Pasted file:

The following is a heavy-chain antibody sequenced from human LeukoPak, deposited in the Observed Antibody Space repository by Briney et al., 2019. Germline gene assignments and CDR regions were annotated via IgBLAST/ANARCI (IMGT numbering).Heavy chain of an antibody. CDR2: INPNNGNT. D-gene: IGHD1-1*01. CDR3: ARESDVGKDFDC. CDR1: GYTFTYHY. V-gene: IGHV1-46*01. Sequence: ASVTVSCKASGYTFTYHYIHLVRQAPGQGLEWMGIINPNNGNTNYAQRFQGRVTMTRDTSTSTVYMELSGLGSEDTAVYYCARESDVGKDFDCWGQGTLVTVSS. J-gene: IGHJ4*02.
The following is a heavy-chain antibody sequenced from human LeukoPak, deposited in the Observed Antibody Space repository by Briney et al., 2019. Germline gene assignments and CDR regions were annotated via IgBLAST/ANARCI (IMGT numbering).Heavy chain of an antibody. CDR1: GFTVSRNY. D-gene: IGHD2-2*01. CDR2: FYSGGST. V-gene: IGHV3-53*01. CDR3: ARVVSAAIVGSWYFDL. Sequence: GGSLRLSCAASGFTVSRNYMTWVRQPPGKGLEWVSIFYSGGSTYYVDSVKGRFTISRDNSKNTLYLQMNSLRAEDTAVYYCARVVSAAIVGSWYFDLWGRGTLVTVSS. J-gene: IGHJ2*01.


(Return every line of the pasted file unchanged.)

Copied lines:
The following is a heavy-chain antibody sequenced from human LeukoPak, deposited in the Observed Antibody Space repository by Briney et al., 2019. Germline gene assignments and CDR regions were annotated via IgBLAST/ANARCI (IMGT numbering).Heavy chain of an antibody. CDR2: INPNNGNT. D-gene: IGHD1-1*01. CDR3: ARESDVGKDFDC. CDR1: GYTFTYHY. V-gene: IGHV1-46*01. Sequence: ASVTVSCKASGYTFTYHYIHLVRQAPGQGLEWMGIINPNNGNTNYAQRFQGRVTMTRDTSTSTVYMELSGLGSEDTAVYYCARESDVGKDFDCWGQGTLVTVSS. J-gene: IGHJ4*02.
The following is a heavy-chain antibody sequenced from human LeukoPak, deposited in the Observed Antibody Space repository by Briney et al., 2019. Germline gene assignments and CDR regions were annotated via IgBLAST/ANARCI (IMGT numbering).Heavy chain of an antibody. CDR1: GFTVSRNY. D-gene: IGHD2-2*01. CDR2: FYSGGST. V-gene: IGHV3-53*01. CDR3: ARVVSAAIVGSWYFDL. Sequence: GGSLRLSCAASGFTVSRNYMTWVRQPPGKGLEWVSIFYSGGSTYYVDSVKGRFTISRDNSKNTLYLQMNSLRAEDTAVYYCARVVSAAIVGSWYFDLWGRGTLVTVSS. J-gene: IGHJ2*01.